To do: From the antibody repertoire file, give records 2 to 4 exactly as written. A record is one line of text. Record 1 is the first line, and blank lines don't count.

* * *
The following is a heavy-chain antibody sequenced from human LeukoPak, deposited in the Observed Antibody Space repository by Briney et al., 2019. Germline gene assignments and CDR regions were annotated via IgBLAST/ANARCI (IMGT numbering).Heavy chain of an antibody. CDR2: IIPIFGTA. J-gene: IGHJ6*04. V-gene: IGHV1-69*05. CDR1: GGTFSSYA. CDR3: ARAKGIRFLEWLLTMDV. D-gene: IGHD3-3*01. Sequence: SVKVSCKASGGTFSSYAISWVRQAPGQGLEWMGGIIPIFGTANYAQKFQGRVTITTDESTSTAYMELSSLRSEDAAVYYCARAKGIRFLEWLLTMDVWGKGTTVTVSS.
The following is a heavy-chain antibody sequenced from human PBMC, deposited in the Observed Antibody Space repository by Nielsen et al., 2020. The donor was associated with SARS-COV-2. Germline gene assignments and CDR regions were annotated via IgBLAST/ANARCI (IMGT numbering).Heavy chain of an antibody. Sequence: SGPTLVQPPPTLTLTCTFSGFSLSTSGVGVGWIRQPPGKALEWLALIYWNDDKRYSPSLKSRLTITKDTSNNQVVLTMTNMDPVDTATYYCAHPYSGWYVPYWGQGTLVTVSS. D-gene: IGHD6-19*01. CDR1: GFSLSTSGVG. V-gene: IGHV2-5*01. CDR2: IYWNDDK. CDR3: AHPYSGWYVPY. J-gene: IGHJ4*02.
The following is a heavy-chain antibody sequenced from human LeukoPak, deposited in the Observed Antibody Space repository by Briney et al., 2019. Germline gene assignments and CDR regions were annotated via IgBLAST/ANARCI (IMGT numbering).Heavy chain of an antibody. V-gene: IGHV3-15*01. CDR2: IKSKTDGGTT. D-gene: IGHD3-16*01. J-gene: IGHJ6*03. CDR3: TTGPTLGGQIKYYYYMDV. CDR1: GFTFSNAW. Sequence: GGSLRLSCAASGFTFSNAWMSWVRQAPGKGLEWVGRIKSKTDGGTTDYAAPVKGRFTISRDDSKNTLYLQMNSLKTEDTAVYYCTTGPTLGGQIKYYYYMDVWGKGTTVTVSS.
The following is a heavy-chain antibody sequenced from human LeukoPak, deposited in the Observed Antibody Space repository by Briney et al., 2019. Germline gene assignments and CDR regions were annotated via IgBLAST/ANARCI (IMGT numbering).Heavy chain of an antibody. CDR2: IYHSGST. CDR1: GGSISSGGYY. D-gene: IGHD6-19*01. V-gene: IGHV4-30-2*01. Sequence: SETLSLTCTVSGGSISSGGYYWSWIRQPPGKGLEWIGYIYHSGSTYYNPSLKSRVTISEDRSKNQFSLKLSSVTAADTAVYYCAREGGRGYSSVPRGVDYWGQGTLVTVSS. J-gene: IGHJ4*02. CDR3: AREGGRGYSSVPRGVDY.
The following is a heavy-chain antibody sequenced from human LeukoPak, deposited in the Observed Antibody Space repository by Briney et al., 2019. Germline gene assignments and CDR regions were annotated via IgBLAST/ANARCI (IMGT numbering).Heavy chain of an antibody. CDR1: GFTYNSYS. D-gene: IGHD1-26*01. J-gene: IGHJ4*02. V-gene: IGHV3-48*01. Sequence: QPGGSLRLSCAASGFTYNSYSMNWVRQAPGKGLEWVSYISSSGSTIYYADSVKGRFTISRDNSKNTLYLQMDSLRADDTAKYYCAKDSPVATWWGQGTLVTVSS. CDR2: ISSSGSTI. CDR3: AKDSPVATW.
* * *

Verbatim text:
The following is a heavy-chain antibody sequenced from human PBMC, deposited in the Observed Antibody Space repository by Nielsen et al., 2020. The donor was associated with SARS-COV-2. Germline gene assignments and CDR regions were annotated via IgBLAST/ANARCI (IMGT numbering).Heavy chain of an antibody. Sequence: SGPTLVQPPPTLTLTCTFSGFSLSTSGVGVGWIRQPPGKALEWLALIYWNDDKRYSPSLKSRLTITKDTSNNQVVLTMTNMDPVDTATYYCAHPYSGWYVPYWGQGTLVTVSS. D-gene: IGHD6-19*01. CDR1: GFSLSTSGVG. V-gene: IGHV2-5*01. CDR2: IYWNDDK. CDR3: AHPYSGWYVPY. J-gene: IGHJ4*02.
The following is a heavy-chain antibody sequenced from human LeukoPak, deposited in the Observed Antibody Space repository by Briney et al., 2019. Germline gene assignments and CDR regions were annotated via IgBLAST/ANARCI (IMGT numbering).Heavy chain of an antibody. V-gene: IGHV3-15*01. CDR2: IKSKTDGGTT. D-gene: IGHD3-16*01. J-gene: IGHJ6*03. CDR3: TTGPTLGGQIKYYYYMDV. CDR1: GFTFSNAW. Sequence: GGSLRLSCAASGFTFSNAWMSWVRQAPGKGLEWVGRIKSKTDGGTTDYAAPVKGRFTISRDDSKNTLYLQMNSLKTEDTAVYYCTTGPTLGGQIKYYYYMDVWGKGTTVTVSS.
The following is a heavy-chain antibody sequenced from human LeukoPak, deposited in the Observed Antibody Space repository by Briney et al., 2019. Germline gene assignments and CDR regions were annotated via IgBLAST/ANARCI (IMGT numbering).Heavy chain of an antibody. CDR2: IYHSGST. CDR1: GGSISSGGYY. D-gene: IGHD6-19*01. V-gene: IGHV4-30-2*01. Sequence: SETLSLTCTVSGGSISSGGYYWSWIRQPPGKGLEWIGYIYHSGSTYYNPSLKSRVTISEDRSKNQFSLKLSSVTAADTAVYYCAREGGRGYSSVPRGVDYWGQGTLVTVSS. J-gene: IGHJ4*02. CDR3: AREGGRGYSSVPRGVDY.